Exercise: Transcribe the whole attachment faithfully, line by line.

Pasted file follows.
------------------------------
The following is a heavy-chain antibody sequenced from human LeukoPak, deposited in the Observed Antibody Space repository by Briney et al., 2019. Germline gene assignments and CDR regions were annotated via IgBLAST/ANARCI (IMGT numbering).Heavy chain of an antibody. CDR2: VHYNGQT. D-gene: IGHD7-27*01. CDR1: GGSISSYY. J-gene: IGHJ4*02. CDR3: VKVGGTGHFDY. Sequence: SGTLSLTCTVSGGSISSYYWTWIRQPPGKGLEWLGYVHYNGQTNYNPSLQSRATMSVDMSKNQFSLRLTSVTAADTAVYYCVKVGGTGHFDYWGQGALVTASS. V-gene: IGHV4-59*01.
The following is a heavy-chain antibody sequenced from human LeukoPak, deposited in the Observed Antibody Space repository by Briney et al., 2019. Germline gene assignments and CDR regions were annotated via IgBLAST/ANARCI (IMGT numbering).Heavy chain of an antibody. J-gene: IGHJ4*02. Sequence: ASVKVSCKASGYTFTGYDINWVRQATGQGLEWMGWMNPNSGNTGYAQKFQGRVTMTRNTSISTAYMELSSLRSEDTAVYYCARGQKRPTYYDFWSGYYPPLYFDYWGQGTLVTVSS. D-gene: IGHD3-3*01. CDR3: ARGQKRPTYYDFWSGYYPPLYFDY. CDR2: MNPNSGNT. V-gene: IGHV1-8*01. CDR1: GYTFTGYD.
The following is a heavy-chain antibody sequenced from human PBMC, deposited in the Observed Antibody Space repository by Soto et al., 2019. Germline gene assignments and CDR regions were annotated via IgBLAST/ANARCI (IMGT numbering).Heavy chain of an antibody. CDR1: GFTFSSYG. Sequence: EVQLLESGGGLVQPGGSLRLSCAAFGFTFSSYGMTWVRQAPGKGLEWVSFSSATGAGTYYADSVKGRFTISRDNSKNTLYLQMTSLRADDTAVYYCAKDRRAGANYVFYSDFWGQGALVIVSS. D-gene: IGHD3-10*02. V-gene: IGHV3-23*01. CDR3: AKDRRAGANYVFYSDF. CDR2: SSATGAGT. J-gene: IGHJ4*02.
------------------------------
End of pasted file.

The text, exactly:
The following is a heavy-chain antibody sequenced from human LeukoPak, deposited in the Observed Antibody Space repository by Briney et al., 2019. Germline gene assignments and CDR regions were annotated via IgBLAST/ANARCI (IMGT numbering).Heavy chain of an antibody. CDR2: VHYNGQT. D-gene: IGHD7-27*01. CDR1: GGSISSYY. J-gene: IGHJ4*02. CDR3: VKVGGTGHFDY. Sequence: SGTLSLTCTVSGGSISSYYWTWIRQPPGKGLEWLGYVHYNGQTNYNPSLQSRATMSVDMSKNQFSLRLTSVTAADTAVYYCVKVGGTGHFDYWGQGALVTASS. V-gene: IGHV4-59*01.
The following is a heavy-chain antibody sequenced from human LeukoPak, deposited in the Observed Antibody Space repository by Briney et al., 2019. Germline gene assignments and CDR regions were annotated via IgBLAST/ANARCI (IMGT numbering).Heavy chain of an antibody. J-gene: IGHJ4*02. Sequence: ASVKVSCKASGYTFTGYDINWVRQATGQGLEWMGWMNPNSGNTGYAQKFQGRVTMTRNTSISTAYMELSSLRSEDTAVYYCARGQKRPTYYDFWSGYYPPLYFDYWGQGTLVTVSS. D-gene: IGHD3-3*01. CDR3: ARGQKRPTYYDFWSGYYPPLYFDY. CDR2: MNPNSGNT. V-gene: IGHV1-8*01. CDR1: GYTFTGYD.
The following is a heavy-chain antibody sequenced from human PBMC, deposited in the Observed Antibody Space repository by Soto et al., 2019. Germline gene assignments and CDR regions were annotated via IgBLAST/ANARCI (IMGT numbering).Heavy chain of an antibody. CDR1: GFTFSSYG. Sequence: EVQLLESGGGLVQPGGSLRLSCAAFGFTFSSYGMTWVRQAPGKGLEWVSFSSATGAGTYYADSVKGRFTISRDNSKNTLYLQMTSLRADDTAVYYCAKDRRAGANYVFYSDFWGQGALVIVSS. D-gene: IGHD3-10*02. V-gene: IGHV3-23*01. CDR3: AKDRRAGANYVFYSDF. CDR2: SSATGAGT. J-gene: IGHJ4*02.